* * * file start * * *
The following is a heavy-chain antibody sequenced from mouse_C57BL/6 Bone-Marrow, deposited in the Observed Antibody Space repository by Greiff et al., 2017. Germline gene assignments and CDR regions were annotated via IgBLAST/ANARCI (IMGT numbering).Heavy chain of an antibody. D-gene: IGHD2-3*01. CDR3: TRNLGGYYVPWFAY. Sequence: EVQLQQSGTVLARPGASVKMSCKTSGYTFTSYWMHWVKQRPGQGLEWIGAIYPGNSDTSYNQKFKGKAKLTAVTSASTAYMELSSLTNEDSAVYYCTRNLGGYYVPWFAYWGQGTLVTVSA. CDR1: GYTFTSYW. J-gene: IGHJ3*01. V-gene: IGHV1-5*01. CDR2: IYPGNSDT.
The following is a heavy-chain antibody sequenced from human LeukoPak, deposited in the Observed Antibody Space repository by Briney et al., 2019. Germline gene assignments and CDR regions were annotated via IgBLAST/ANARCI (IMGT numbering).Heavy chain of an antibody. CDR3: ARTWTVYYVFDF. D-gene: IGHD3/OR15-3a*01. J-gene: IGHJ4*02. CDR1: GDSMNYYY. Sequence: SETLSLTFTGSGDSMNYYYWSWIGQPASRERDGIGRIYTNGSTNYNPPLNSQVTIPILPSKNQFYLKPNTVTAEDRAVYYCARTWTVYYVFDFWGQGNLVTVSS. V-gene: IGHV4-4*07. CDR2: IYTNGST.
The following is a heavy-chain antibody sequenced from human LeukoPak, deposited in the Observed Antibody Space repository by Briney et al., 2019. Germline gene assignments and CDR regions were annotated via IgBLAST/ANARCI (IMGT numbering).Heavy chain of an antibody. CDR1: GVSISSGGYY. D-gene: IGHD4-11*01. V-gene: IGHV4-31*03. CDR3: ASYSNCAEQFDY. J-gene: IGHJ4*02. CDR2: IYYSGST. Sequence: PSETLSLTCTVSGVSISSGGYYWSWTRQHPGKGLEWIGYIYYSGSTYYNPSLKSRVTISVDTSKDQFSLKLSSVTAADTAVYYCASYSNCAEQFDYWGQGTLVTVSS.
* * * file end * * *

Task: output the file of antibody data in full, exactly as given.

The following is a heavy-chain antibody sequenced from mouse_C57BL/6 Bone-Marrow, deposited in the Observed Antibody Space repository by Greiff et al., 2017. Germline gene assignments and CDR regions were annotated via IgBLAST/ANARCI (IMGT numbering).Heavy chain of an antibody. D-gene: IGHD2-3*01. CDR3: TRNLGGYYVPWFAY. Sequence: EVQLQQSGTVLARPGASVKMSCKTSGYTFTSYWMHWVKQRPGQGLEWIGAIYPGNSDTSYNQKFKGKAKLTAVTSASTAYMELSSLTNEDSAVYYCTRNLGGYYVPWFAYWGQGTLVTVSA. CDR1: GYTFTSYW. J-gene: IGHJ3*01. V-gene: IGHV1-5*01. CDR2: IYPGNSDT.
The following is a heavy-chain antibody sequenced from human LeukoPak, deposited in the Observed Antibody Space repository by Briney et al., 2019. Germline gene assignments and CDR regions were annotated via IgBLAST/ANARCI (IMGT numbering).Heavy chain of an antibody. CDR3: ARTWTVYYVFDF. D-gene: IGHD3/OR15-3a*01. J-gene: IGHJ4*02. CDR1: GDSMNYYY. Sequence: SETLSLTFTGSGDSMNYYYWSWIGQPASRERDGIGRIYTNGSTNYNPPLNSQVTIPILPSKNQFYLKPNTVTAEDRAVYYCARTWTVYYVFDFWGQGNLVTVSS. V-gene: IGHV4-4*07. CDR2: IYTNGST.
The following is a heavy-chain antibody sequenced from human LeukoPak, deposited in the Observed Antibody Space repository by Briney et al., 2019. Germline gene assignments and CDR regions were annotated via IgBLAST/ANARCI (IMGT numbering).Heavy chain of an antibody. CDR1: GVSISSGGYY. D-gene: IGHD4-11*01. V-gene: IGHV4-31*03. CDR3: ASYSNCAEQFDY. J-gene: IGHJ4*02. CDR2: IYYSGST. Sequence: PSETLSLTCTVSGVSISSGGYYWSWTRQHPGKGLEWIGYIYYSGSTYYNPSLKSRVTISVDTSKDQFSLKLSSVTAADTAVYYCASYSNCAEQFDYWGQGTLVTVSS.